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Culture Guide To Cardiff

Culture in Cardiff As the birthplace of singing sensation Charlotte Church, author Roald Dahl, composer Ivor Novello, actor Griff Rhys Jones and film director Marc Evans, it’s no wonder Cardiff is one of the best places in the UK for culture. So whether you’re after live music, history, theatre, art, literature or film, you can find it all within the city limits if the Welsh capital.

For a start there’s the Cardiff Festival, an annual celebration to mark all that is great in Europe’s youngest capital city. Now firmly established as one of the UK's largest open-air festivals it incorporates events such as the Cardiff Worldport Festival, the International Food and Drink Festival and the Welsh Proms.

If it’s a taste of Welsh history you’re after then pay a visit to one of the many museums and castles dotted around the city.

Beginning life as a Roman fort some 2000 years ago, Cardiff Castle [map] boasts a 12th century keep, a number of Tudor buildings, 19th century towers along with the Roman ruins.

Another great example of historic Welsh culture comes in the form of Castell Coch [map], which is affectionately referred to as Sleeping Beauty’s Castle in recognition of its fairytale appearance.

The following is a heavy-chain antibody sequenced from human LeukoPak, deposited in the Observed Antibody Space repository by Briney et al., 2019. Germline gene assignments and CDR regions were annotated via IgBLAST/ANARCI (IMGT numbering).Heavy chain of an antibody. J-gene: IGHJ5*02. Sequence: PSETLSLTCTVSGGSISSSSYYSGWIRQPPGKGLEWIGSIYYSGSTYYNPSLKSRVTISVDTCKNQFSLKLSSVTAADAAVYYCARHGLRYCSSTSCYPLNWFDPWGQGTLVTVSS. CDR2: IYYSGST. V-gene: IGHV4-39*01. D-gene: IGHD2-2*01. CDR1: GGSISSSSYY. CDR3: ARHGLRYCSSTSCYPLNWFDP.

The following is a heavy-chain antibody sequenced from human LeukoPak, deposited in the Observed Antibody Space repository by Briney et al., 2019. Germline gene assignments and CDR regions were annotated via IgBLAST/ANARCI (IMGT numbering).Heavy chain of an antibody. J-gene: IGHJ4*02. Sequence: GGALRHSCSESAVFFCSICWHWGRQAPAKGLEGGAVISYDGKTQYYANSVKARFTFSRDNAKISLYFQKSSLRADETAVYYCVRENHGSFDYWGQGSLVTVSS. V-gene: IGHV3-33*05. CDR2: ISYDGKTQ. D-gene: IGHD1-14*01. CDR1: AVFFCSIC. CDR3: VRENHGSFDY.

To uncover more details about the country’s past, head to the National Museum and Art Gallery [map], which houses one of Britain’s finest collections, including displays of Bronze Age gold, early Christian monuments and Celtic treasures. Here you can also get to grips with art, as the building is home to a magnificent collection of impressionist art by the likes of Renoir, Monet and Van Gogh, as well as work by the first great Welsh artists.

For contemporary art get along to the renowned Chapter Arts Centre [map], a jewel in the crown of Cardiff’s arts scene. The centre regularly organises exhibitions, workshops and dance productions that should not be missed.

If you’re looking for something a little different then pay a visit to the Museum of Welsh Life [map], which is based at St Fagans. Here you‘ll find an open-air museum full of buildings, such as a row of miners’ cottages and an old schoolhouse, which have been taken from all over Wales and carefully rebuilt in 100 acres of parkland.

Cardiff has plenty to offer when it comes to ballet, drama, opera and classical music as the city is home to the Welsh National Opera, National Orchestra of Wales and the Cardiff Singer of the World competition. But perhaps the city’s most well known venue for entertainment is the New Theatre [map], which offers plenty of drama productions and touring West End musicals.

For contemporary drama the Sherman Theatre [map] is probably your best bet, while St David’s Hall [map] attracts musicians, artists and orchestras from around the world, and also hosts the Welsh Proms.

Another of Cardiff’s well known music venues is The Coal Exchange [map], which is a favourite for classical concerts from the likes of the BBC National Orchestra of Wales, the Royal Welsh College of Music and Drama and the Vale of Glamorgan Festival.

Finally if its architecture you’re after then you won’t be disappointed as Cardiff boasts wonders such as the Pier Head Building, the neo-classical City Hall and many Edwardian and Victorian arcades. You can also marvel at the many statues and Edwardian buildings at the glorious Cathays Park in the heart of the city centre.

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